Business needs to be aware of Equality law post-Covid - Elouisa Crichton

As final pandemic restrictions are lifted, we are moving towards trying to live with Covid-19 in the UK. While many feel comfortable with the world opening up, changes can present challenges to others. This means organisations, including entertainment and hospitality businesses must be aware of their legal obligations towards customers under the Equality Act (2010).

Elouisa Crichton, counsel specialising in employment and discrimination law at Dentons law firm
Elouisa Crichton, counsel specialising in employment and discrimination law at Dentons law firm

If businesses are to avoid the threat of reputational damage or being sued, they should have measures in place to ensure all customers, including those who feel particularly vulnerable to COVID-19, can enjoy their experiences in as safe an environment as possible. For example, the likes of theatres and cinemas need to try to tailor their services and performances to individuals living with immune-suppressed conditions, or those who feel particularly anxious about being exposed to the virus and whose mental health is being impacted as a result.

We are generally used to thinking about the requirements of the Equality Act in terms of how it protects employees. However, it is worth remembering that the legislation also applies more widely to organisations with equality obligations towards anyone using their services. While there are some obvious examples of this working in practice, such as ramped access for disabled customers or the increased use of signing on TV and live events, other measures that organisations should be putting in place might not be as clear.

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The Equality Act says businesses must make reasonable adjustments to cater for their disabled customers and service users. Post-lockdowns, many organisations are already starting to put in place, or retain from lockdown, measures to ensure they comply with the Act and are seen as prioritising the health and wellbeing of their customers. Some shops, for example, are offering quieter times for customers who feel more vulnerable. Many cinemas offer autism-friendly screenings and will now also be looking to provide showings where numbers are limited, extra cleaning is carried out or where it is recommended that facemasks are worn to provide some protection from COVID-19.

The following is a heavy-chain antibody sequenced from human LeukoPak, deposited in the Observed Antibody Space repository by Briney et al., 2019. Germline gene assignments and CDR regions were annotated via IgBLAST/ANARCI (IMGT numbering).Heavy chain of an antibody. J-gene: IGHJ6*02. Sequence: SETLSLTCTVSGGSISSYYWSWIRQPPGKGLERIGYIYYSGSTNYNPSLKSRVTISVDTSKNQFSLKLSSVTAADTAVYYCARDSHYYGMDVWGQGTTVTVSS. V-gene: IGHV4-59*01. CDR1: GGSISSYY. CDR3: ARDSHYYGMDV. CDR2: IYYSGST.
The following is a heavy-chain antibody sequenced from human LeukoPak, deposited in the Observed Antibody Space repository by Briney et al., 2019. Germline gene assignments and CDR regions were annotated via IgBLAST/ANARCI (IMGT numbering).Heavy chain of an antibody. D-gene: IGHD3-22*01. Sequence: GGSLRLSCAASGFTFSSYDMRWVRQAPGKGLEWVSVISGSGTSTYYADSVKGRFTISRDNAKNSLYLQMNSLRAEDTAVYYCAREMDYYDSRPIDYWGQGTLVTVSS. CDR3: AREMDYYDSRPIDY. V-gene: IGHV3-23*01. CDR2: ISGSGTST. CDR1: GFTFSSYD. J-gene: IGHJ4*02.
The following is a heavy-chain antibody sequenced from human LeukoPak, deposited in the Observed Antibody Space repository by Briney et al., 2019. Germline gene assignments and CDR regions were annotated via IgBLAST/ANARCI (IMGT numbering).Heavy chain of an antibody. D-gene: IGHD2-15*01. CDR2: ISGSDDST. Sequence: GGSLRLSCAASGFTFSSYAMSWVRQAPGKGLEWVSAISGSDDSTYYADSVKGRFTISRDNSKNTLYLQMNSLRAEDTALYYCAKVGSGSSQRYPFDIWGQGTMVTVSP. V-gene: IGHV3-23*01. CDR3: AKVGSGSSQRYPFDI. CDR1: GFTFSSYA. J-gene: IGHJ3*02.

While a lot of businesses are introducing such measures voluntarily and are keen to make sure they are on the front foot, we are likely to see some individuals and groups taking action by enforcing their rights. Charities which represent people with immune-suppressed conditions, such as kidney disease, will become increasingly vocal if they feel their needs are being overlooked. And just last month Silent Witness star Liz Carr – a wheelchair user who is one of the UK’s best-known disabled actors – suggested that theatres host separate performances for audiences who still want to wear facemasks or socially distance.

The reality is that, legally, businesses have to make reasonable adjustments to cater for their disabled customers. That includes thinking in advance of common requirements, and reacting fairly to any specific requests. Organisations that do not take the required steps could face claims from customers for financial loss or for an “injury to feelings” award. People have six months from the date of any incident happening to raise a legal claim and typically compensation could start in the region of £1,000 and upwards. What is generally more significant for the organisation is the long-term reputational damage they can suffer, especially as we know such issues can quickly generate social media attention.

I would therefore urge all organisations to take steps to ensure they are not leaving themselves open to accusations of failing to meet the requirements of the Equality Act in terms of how they treat their customers.

Elouisa Crichton, counsel specialising in employment and discrimination law at Dentons law firm.

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